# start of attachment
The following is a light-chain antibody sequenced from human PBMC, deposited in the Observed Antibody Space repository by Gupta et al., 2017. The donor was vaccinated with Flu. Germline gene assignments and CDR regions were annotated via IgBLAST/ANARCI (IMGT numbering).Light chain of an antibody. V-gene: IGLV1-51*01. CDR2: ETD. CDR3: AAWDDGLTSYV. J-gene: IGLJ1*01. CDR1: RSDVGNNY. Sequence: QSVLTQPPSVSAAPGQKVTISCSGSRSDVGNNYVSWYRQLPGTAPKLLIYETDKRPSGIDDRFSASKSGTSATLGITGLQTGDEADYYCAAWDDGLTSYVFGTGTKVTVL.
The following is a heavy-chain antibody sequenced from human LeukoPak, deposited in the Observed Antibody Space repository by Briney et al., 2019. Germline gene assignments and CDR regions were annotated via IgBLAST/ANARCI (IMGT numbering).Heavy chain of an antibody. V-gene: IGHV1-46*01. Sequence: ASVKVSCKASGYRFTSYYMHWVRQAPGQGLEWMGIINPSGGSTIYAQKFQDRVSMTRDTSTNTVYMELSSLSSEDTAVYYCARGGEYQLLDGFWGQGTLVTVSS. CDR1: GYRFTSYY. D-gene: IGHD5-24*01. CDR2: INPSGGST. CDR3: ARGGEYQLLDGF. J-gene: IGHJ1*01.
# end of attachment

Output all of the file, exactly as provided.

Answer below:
The following is a light-chain antibody sequenced from human PBMC, deposited in the Observed Antibody Space repository by Gupta et al., 2017. The donor was vaccinated with Flu. Germline gene assignments and CDR regions were annotated via IgBLAST/ANARCI (IMGT numbering).Light chain of an antibody. V-gene: IGLV1-51*01. CDR2: ETD. CDR3: AAWDDGLTSYV. J-gene: IGLJ1*01. CDR1: RSDVGNNY. Sequence: QSVLTQPPSVSAAPGQKVTISCSGSRSDVGNNYVSWYRQLPGTAPKLLIYETDKRPSGIDDRFSASKSGTSATLGITGLQTGDEADYYCAAWDDGLTSYVFGTGTKVTVL.
The following is a heavy-chain antibody sequenced from human LeukoPak, deposited in the Observed Antibody Space repository by Briney et al., 2019. Germline gene assignments and CDR regions were annotated via IgBLAST/ANARCI (IMGT numbering).Heavy chain of an antibody. V-gene: IGHV1-46*01. Sequence: ASVKVSCKASGYRFTSYYMHWVRQAPGQGLEWMGIINPSGGSTIYAQKFQDRVSMTRDTSTNTVYMELSSLSSEDTAVYYCARGGEYQLLDGFWGQGTLVTVSS. CDR1: GYRFTSYY. D-gene: IGHD5-24*01. CDR2: INPSGGST. CDR3: ARGGEYQLLDGF. J-gene: IGHJ1*01.